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Why rescuing clients is wrong yet profitable and why we do it....

Freeman Dr Simon Davey says it’s time to stop the rescue act.

What is the role of a consultant and where do the boundaries lie? What does the drama triangle have to teach us about better client relationships and better outcomes?

Introducing the drama triangle

The drama triangle is a psychological and social model of human interaction about three roles – Victim, Rescuer and Persecutor. It suggests that we often play one of these three roles in situations with others.

The Rescuer is not someone helping out in an emergency – rather they have a mixed or covert motive and benefit egoically in some way from being the one who rescues. They have a surface motive for resolving the problem but also a hidden motive often focused on their own self-esteem or on enjoying others’ dependency and at a deeper level play on the Victim in order to continue getting their payoff.

As Claude Steiner put it, “The Victim is not really as helpless as he feels, the Rescuer is not really helping and the Persecutor does not really have a valid complaint.”

These situations can play out when one person takes on a role as Victim or Persecutor and the two (or more) players then move around the three roles of the triangle. So the Victim might turn on the Rescuer who switches to persecuting.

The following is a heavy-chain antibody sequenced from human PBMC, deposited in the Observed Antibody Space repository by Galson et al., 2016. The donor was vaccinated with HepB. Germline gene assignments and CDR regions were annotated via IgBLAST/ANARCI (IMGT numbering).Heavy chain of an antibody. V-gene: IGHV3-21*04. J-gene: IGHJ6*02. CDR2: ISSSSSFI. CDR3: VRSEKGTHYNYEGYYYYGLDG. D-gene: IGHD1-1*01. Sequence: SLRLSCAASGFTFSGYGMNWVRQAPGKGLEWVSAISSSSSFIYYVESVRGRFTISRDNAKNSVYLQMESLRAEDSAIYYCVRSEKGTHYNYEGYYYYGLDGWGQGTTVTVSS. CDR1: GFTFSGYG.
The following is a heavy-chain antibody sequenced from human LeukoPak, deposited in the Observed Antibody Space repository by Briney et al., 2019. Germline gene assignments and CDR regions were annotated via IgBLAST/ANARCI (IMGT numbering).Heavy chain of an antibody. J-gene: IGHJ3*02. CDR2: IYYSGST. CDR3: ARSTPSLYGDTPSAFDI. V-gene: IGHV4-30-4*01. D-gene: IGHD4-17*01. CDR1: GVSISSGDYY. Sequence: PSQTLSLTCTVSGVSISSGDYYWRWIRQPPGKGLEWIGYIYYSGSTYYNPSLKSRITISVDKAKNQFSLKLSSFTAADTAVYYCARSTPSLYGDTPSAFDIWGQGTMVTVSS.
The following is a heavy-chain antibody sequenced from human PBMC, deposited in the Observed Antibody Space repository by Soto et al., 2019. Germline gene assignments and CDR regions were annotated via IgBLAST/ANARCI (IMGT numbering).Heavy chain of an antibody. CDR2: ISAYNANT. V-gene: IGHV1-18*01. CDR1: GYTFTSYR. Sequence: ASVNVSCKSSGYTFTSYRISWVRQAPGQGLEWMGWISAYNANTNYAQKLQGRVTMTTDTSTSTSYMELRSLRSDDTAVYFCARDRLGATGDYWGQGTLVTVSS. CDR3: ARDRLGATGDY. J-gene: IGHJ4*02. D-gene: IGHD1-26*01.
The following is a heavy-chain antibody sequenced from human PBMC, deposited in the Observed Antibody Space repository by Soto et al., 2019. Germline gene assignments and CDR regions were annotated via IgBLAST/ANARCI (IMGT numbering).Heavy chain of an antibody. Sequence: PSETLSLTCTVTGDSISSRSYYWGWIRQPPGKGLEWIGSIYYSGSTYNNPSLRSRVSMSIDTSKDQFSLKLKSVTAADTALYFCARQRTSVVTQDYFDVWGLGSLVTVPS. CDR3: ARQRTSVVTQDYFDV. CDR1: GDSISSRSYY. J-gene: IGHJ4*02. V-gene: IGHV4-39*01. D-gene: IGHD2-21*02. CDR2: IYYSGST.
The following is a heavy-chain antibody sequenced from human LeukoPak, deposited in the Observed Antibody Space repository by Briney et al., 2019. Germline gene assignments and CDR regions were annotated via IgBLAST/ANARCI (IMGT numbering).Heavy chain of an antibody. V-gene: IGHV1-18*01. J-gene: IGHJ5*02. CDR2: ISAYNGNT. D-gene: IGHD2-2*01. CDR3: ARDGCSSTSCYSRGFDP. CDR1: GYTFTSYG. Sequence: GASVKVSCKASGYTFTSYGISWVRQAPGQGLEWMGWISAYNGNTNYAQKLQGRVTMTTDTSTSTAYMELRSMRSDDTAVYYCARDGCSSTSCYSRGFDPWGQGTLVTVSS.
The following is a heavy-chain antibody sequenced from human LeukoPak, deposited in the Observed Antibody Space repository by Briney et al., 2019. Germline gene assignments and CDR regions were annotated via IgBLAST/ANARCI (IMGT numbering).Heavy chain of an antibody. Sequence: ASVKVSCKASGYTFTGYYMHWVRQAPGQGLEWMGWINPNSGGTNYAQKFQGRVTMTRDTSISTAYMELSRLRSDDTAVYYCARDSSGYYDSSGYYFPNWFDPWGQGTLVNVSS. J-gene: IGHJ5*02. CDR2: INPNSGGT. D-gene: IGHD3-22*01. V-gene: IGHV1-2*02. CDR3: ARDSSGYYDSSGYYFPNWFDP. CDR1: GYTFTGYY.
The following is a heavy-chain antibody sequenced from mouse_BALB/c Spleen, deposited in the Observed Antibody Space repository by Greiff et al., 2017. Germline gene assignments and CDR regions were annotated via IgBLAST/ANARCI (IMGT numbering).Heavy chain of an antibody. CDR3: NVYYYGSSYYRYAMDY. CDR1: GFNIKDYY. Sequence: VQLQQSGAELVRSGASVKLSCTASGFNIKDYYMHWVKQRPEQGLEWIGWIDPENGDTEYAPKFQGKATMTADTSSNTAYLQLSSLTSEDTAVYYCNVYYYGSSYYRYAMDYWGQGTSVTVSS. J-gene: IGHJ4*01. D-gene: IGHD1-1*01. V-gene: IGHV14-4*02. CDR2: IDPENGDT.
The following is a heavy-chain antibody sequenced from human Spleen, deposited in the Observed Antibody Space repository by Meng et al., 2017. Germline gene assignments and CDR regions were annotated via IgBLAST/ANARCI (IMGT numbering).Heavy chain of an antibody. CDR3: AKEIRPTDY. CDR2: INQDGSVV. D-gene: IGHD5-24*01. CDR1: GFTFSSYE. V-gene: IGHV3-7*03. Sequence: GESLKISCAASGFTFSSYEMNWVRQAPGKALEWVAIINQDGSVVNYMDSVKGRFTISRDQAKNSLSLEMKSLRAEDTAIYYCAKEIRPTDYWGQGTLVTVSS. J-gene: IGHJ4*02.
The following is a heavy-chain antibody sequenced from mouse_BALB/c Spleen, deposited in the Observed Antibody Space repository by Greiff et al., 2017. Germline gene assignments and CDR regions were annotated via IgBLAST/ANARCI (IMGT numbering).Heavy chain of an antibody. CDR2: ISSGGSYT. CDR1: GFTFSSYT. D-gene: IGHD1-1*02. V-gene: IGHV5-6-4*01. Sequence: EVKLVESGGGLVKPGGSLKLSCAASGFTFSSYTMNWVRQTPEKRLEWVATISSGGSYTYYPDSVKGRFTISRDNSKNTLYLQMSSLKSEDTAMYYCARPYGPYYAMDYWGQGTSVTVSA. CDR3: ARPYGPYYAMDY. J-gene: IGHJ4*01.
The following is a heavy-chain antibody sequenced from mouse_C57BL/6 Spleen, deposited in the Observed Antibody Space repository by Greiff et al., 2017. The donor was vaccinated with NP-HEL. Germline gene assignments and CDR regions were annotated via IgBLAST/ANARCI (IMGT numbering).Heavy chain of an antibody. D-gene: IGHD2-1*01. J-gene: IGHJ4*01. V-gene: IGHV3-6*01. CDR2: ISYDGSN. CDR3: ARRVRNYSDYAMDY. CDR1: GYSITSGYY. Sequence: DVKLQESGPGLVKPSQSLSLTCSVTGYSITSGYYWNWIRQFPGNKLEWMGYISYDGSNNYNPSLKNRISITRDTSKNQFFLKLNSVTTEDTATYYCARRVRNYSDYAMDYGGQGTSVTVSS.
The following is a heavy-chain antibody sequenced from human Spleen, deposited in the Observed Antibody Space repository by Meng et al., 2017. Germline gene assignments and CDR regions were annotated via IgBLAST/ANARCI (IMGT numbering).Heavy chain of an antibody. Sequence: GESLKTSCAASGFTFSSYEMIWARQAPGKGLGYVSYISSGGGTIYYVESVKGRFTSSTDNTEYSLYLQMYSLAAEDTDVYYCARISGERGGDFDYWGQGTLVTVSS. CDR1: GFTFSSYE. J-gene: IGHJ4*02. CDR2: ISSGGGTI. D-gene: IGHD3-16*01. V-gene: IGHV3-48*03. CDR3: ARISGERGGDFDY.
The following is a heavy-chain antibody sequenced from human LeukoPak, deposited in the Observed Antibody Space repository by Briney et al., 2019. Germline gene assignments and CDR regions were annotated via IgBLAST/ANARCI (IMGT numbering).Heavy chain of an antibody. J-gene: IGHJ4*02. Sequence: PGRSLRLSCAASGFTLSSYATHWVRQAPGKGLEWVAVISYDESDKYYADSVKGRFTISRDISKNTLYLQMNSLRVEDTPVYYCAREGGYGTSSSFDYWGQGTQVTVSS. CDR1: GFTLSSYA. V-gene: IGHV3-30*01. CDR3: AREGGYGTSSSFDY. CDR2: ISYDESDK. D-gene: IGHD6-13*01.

The covert purpose for each ‘player’ is the meeting of unspoken/unconscious psychological needs without having to acknowledge the broader harm done. Each player acts on their own selfish needs rather than in a genuinely responsible or altruistic manner. Relationships between the Victim and the Rescuer can grow into co-dependency.  

But what does this have to do with consultancy - and where is the ethical dimension?

The need to challenge - not just fix the stated problem

I pride myself on being challenging - note challenging rather than difficult. I do like to get to the end of an assignment, leave on good terms, get paid and I count it as a mark of success that I do get follow up work and referrals from clients.

Like any good consultant I dig underneath the veneer of the assignment to find out what the real issue is. It requires a thick skin, particularly in technology- related projects when the client can demand you focus on the technology element when it is often leadership and change issues which are behind the problem. Sometimes this can result in overstepping the boundaries but why do we allow these boundaries to be created in the first place – whose interests do they really serve? Do we allow the client to fulfil either Persecutor or Victim roles? Are they ‘rescuing’ us as consultants by giving us work?

I have always believed in following the spirit, rather than simply the letter of the assignment. I believe it is my responsibility to support the ‘end goal’ rather than look the other way (something of an issue with Enron’s auditors if I remember rightly).

Consultancy can become formulaic, about using toolkit X with a standard sized team of Y to achieve outcome Z. It can be about covering people’s backs rather than deriving real value and beneficial outcomes for the client. It can be about not rocking the boat in case you lose the work. Hell, it’s only work!